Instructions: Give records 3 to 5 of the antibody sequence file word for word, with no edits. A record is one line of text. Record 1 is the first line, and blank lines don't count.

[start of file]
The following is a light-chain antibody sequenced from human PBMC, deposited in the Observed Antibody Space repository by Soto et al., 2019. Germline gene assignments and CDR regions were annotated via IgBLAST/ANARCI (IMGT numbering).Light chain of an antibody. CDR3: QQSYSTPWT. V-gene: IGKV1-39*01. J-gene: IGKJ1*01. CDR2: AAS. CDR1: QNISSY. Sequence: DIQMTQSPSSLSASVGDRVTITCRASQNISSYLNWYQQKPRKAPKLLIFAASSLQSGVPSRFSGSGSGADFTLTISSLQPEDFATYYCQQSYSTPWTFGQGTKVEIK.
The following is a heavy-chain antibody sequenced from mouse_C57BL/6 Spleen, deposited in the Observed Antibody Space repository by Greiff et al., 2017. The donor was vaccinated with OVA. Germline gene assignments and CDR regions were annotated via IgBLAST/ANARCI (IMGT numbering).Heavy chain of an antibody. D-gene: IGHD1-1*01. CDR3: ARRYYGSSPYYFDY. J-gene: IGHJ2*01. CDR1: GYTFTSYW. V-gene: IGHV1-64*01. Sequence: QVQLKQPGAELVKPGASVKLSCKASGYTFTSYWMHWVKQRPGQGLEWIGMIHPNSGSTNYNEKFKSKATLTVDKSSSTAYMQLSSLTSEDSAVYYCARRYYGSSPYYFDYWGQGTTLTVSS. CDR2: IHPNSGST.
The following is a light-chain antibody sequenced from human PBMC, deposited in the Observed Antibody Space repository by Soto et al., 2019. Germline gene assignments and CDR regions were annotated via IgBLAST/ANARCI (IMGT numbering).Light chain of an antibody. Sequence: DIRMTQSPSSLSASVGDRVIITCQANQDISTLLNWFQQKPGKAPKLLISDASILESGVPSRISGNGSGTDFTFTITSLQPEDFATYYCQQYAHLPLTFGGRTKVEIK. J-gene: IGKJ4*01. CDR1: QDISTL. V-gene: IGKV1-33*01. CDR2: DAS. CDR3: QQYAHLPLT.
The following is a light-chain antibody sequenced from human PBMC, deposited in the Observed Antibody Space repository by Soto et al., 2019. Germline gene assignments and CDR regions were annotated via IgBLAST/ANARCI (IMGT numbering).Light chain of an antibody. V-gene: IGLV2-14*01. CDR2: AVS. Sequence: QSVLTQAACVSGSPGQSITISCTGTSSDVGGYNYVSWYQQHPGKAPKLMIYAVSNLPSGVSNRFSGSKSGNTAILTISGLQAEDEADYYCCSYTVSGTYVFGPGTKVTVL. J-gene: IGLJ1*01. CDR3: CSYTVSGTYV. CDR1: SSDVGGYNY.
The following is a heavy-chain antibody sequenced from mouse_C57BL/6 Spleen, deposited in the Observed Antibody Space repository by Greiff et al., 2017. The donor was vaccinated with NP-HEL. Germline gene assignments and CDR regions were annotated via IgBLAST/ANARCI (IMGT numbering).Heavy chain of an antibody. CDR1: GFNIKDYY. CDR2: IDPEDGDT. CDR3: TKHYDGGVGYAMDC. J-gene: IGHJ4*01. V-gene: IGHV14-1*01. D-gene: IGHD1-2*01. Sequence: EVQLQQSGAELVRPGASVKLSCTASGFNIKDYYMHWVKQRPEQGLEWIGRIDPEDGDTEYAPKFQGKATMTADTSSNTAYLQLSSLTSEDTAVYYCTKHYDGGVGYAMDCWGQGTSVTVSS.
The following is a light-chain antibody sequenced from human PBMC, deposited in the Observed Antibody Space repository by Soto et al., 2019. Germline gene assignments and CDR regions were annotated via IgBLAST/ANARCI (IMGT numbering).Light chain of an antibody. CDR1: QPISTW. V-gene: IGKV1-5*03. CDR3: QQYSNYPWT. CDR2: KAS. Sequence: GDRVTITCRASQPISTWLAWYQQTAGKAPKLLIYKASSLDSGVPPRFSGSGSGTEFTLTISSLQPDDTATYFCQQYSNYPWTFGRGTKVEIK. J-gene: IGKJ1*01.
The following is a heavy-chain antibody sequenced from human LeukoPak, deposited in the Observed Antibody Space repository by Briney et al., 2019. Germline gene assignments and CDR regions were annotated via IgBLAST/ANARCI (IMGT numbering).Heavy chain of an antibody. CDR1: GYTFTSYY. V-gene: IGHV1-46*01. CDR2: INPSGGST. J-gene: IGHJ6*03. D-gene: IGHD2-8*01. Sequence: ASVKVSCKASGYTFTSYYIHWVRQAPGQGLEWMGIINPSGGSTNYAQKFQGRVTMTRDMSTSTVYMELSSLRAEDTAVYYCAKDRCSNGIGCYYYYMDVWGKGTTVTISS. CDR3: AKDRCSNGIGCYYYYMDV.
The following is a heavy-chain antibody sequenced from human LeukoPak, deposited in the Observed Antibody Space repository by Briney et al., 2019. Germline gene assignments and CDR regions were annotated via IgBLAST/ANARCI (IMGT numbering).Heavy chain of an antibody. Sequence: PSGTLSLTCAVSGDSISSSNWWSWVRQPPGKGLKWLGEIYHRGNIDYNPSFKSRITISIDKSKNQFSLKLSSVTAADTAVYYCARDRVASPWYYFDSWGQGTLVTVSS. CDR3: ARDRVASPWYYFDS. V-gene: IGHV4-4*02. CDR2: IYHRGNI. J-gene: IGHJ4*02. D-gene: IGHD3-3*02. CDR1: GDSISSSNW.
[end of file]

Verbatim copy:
The following is a light-chain antibody sequenced from human PBMC, deposited in the Observed Antibody Space repository by Soto et al., 2019. Germline gene assignments and CDR regions were annotated via IgBLAST/ANARCI (IMGT numbering).Light chain of an antibody. Sequence: DIRMTQSPSSLSASVGDRVIITCQANQDISTLLNWFQQKPGKAPKLLISDASILESGVPSRISGNGSGTDFTFTITSLQPEDFATYYCQQYAHLPLTFGGRTKVEIK. J-gene: IGKJ4*01. CDR1: QDISTL. V-gene: IGKV1-33*01. CDR2: DAS. CDR3: QQYAHLPLT.
The following is a light-chain antibody sequenced from human PBMC, deposited in the Observed Antibody Space repository by Soto et al., 2019. Germline gene assignments and CDR regions were annotated via IgBLAST/ANARCI (IMGT numbering).Light chain of an antibody. V-gene: IGLV2-14*01. CDR2: AVS. Sequence: QSVLTQAACVSGSPGQSITISCTGTSSDVGGYNYVSWYQQHPGKAPKLMIYAVSNLPSGVSNRFSGSKSGNTAILTISGLQAEDEADYYCCSYTVSGTYVFGPGTKVTVL. J-gene: IGLJ1*01. CDR3: CSYTVSGTYV. CDR1: SSDVGGYNY.
The following is a heavy-chain antibody sequenced from mouse_C57BL/6 Spleen, deposited in the Observed Antibody Space repository by Greiff et al., 2017. The donor was vaccinated with NP-HEL. Germline gene assignments and CDR regions were annotated via IgBLAST/ANARCI (IMGT numbering).Heavy chain of an antibody. CDR1: GFNIKDYY. CDR2: IDPEDGDT. CDR3: TKHYDGGVGYAMDC. J-gene: IGHJ4*01. V-gene: IGHV14-1*01. D-gene: IGHD1-2*01. Sequence: EVQLQQSGAELVRPGASVKLSCTASGFNIKDYYMHWVKQRPEQGLEWIGRIDPEDGDTEYAPKFQGKATMTADTSSNTAYLQLSSLTSEDTAVYYCTKHYDGGVGYAMDCWGQGTSVTVSS.